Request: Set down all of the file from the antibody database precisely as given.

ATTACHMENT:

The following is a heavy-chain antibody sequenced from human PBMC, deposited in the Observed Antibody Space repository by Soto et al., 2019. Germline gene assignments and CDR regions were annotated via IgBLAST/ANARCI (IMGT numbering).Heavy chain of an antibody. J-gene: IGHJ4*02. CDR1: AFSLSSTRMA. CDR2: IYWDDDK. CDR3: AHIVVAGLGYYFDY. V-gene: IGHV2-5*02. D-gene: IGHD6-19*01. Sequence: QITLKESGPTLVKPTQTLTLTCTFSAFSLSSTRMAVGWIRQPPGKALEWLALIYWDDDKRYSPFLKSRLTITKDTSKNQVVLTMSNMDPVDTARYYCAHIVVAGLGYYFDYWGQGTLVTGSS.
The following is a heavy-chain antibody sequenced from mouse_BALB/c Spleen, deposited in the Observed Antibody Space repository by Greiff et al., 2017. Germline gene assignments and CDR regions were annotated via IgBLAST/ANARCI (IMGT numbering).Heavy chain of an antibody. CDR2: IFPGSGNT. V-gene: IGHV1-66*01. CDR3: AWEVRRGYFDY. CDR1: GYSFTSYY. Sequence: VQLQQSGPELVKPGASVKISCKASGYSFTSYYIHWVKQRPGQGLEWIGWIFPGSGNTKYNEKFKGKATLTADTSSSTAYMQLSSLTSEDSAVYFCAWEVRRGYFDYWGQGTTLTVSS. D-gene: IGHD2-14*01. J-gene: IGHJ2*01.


The following is a heavy-chain antibody sequenced from human PBMC, deposited in the Observed Antibody Space repository by Soto et al., 2019. Germline gene assignments and CDR regions were annotated via IgBLAST/ANARCI (IMGT numbering).Heavy chain of an antibody. J-gene: IGHJ4*02. CDR1: AFSLSSTRMA. CDR2: IYWDDDK. CDR3: AHIVVAGLGYYFDY. V-gene: IGHV2-5*02. D-gene: IGHD6-19*01. Sequence: QITLKESGPTLVKPTQTLTLTCTFSAFSLSSTRMAVGWIRQPPGKALEWLALIYWDDDKRYSPFLKSRLTITKDTSKNQVVLTMSNMDPVDTARYYCAHIVVAGLGYYFDYWGQGTLVTGSS.
The following is a heavy-chain antibody sequenced from mouse_BALB/c Spleen, deposited in the Observed Antibody Space repository by Greiff et al., 2017. Germline gene assignments and CDR regions were annotated via IgBLAST/ANARCI (IMGT numbering).Heavy chain of an antibody. CDR2: IFPGSGNT. V-gene: IGHV1-66*01. CDR3: AWEVRRGYFDY. CDR1: GYSFTSYY. Sequence: VQLQQSGPELVKPGASVKISCKASGYSFTSYYIHWVKQRPGQGLEWIGWIFPGSGNTKYNEKFKGKATLTADTSSSTAYMQLSSLTSEDSAVYFCAWEVRRGYFDYWGQGTTLTVSS. D-gene: IGHD2-14*01. J-gene: IGHJ2*01.